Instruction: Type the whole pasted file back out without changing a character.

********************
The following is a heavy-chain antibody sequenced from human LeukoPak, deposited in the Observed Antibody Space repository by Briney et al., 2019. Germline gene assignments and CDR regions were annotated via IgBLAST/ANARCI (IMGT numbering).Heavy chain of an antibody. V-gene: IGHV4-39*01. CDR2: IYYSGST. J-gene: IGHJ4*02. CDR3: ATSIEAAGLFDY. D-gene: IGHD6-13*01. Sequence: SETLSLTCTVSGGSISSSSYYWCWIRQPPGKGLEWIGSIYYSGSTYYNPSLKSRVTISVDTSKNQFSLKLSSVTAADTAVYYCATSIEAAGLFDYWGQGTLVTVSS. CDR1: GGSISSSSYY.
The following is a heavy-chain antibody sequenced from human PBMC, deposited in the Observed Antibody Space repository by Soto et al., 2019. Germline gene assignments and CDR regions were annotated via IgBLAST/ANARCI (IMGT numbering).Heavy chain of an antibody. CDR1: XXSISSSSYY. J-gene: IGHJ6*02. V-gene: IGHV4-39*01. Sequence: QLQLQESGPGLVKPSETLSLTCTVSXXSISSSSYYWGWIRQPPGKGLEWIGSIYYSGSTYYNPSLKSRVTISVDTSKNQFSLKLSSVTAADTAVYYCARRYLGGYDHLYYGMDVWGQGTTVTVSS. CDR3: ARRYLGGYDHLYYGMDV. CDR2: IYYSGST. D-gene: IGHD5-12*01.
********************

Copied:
The following is a heavy-chain antibody sequenced from human LeukoPak, deposited in the Observed Antibody Space repository by Briney et al., 2019. Germline gene assignments and CDR regions were annotated via IgBLAST/ANARCI (IMGT numbering).Heavy chain of an antibody. V-gene: IGHV4-39*01. CDR2: IYYSGST. J-gene: IGHJ4*02. CDR3: ATSIEAAGLFDY. D-gene: IGHD6-13*01. Sequence: SETLSLTCTVSGGSISSSSYYWCWIRQPPGKGLEWIGSIYYSGSTYYNPSLKSRVTISVDTSKNQFSLKLSSVTAADTAVYYCATSIEAAGLFDYWGQGTLVTVSS. CDR1: GGSISSSSYY.
The following is a heavy-chain antibody sequenced from human PBMC, deposited in the Observed Antibody Space repository by Soto et al., 2019. Germline gene assignments and CDR regions were annotated via IgBLAST/ANARCI (IMGT numbering).Heavy chain of an antibody. CDR1: XXSISSSSYY. J-gene: IGHJ6*02. V-gene: IGHV4-39*01. Sequence: QLQLQESGPGLVKPSETLSLTCTVSXXSISSSSYYWGWIRQPPGKGLEWIGSIYYSGSTYYNPSLKSRVTISVDTSKNQFSLKLSSVTAADTAVYYCARRYLGGYDHLYYGMDVWGQGTTVTVSS. CDR3: ARRYLGGYDHLYYGMDV. CDR2: IYYSGST. D-gene: IGHD5-12*01.